Perplex City: Season 1, Cards #033 - #036

Continuing my Perplex City solutations. Spoilers!

  • #033 - Turnabout: "Can" is the question, not "How". This is an age-old and standard puzzler: given items pointing in this direction, can you move a small subset and have them all point in the opposite direction? Perplex City only cares for answer "yes", but to solve it "for realz", take off the three corners of the triangle (so you have a hexagon remaining) and swap sides - the two top corners become the two bottom corners, and the once bottom single becomes the new top single.
  • #034 - Cocktails: I know crap about mixed drinks, even though they're the only sort of alcohol I like. You should see my soul searching when there's a fruity and colorful concoction advertised at the local chain restaurant, but drink gender gets in the way ("Appletinis are girly, tee-hee!", etc.). About the only thing I recognize in this card is a screwdriver: orange juice and vodka. But, the question is a bit tricky: "what is the end result of all of these cocktails added together" could be answered as "another cocktail". Maybe. The actual answer is tongue-in-cheek: the drink names, in order are: Tequila Sunrise, Income Tax (or Inland Revenue, the tax form on the table), Pina Colada, Screwdriver, and Yellow Bird. The first letter of each drink spells out "TIPSY", which is what you'd be if you drank them all. ROFFLE.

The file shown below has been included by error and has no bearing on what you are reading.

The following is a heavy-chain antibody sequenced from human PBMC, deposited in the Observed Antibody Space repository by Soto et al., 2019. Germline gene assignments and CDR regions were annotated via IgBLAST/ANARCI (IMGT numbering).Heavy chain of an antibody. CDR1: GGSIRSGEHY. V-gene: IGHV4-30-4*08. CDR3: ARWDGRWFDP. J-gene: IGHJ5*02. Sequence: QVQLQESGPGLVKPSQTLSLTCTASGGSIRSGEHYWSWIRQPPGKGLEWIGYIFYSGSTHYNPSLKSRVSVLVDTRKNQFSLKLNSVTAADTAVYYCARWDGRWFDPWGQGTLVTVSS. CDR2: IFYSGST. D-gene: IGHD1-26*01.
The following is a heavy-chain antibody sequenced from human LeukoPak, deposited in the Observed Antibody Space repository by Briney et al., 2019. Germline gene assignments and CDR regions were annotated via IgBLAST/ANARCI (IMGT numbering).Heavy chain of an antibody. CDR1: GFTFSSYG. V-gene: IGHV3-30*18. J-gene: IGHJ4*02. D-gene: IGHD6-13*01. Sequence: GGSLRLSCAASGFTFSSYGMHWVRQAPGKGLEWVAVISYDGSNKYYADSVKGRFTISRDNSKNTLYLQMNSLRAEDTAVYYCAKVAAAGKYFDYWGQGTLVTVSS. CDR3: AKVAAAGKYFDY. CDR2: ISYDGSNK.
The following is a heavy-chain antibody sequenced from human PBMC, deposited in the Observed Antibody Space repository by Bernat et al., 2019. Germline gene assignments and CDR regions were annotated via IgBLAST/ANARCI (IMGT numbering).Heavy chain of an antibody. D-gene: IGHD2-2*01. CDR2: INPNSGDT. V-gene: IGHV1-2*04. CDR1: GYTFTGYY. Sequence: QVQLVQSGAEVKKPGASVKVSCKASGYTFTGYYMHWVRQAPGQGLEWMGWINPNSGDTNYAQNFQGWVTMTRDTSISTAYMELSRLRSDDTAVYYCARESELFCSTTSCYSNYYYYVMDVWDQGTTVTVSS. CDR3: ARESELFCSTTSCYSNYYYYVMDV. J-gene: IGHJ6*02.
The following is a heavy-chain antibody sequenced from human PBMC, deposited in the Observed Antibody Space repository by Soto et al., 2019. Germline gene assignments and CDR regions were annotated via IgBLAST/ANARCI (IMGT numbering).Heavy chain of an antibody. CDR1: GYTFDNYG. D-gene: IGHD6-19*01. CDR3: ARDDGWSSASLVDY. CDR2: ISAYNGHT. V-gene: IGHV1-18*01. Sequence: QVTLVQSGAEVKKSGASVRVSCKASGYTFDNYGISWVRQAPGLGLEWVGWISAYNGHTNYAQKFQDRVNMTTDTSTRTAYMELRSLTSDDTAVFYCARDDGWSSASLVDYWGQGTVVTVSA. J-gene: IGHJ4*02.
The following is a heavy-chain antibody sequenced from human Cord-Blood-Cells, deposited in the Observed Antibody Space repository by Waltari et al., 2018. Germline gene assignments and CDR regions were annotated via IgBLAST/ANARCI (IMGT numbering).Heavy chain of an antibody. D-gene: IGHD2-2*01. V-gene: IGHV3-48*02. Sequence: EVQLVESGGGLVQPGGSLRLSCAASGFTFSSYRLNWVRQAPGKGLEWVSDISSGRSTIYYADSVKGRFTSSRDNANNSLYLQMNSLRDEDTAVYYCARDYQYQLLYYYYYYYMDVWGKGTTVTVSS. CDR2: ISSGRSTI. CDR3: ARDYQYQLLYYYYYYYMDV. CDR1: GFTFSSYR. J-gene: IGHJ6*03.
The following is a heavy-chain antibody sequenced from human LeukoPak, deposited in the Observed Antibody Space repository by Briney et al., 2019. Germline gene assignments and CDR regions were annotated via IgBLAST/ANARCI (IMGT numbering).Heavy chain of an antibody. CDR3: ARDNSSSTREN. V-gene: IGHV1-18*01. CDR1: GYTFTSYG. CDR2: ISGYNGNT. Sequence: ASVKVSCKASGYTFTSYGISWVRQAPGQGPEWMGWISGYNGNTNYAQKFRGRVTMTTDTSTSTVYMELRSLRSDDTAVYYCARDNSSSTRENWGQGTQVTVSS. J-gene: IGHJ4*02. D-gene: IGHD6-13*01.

• #035 - Smile: A relatively simple one given enough Google searching: Portrait of The Laughing Man (A) was painted by Ted Blackall in 1993 and matches to (2), Self Portrait by Jean Etienne Liotard (B) to (4), The Laughing Violinist (C) by Gerrit von Honthorst matches to (6), The Laughing Cavalier (D) matches to (5), The Mona Lisa (E) to (1), and the Advertisement for 'Lou' Bras (F) to the remaining (3), which is the only female of the bunch and most likely to wear a bra.
  • #036 - Catcher: My first initial thought was Catcher in the Rye, simply because of the card title, the proximity of Y, R, and E in the center of the card, and the ability to spell SALINGER with some of the remaining letters. This also hints back to stupid childhood paper games: I can't remember the damn name (apparently, it's a "simple flower" in origami, or a "cootie catcher", but "fortune teller" seems to ring more of a bell), but you'd have someone pick a word or number, manipulate the paper that many times, then lift up a flap to find the message. With this card built, reading the outside, then inside, would spell out "childish dreaming".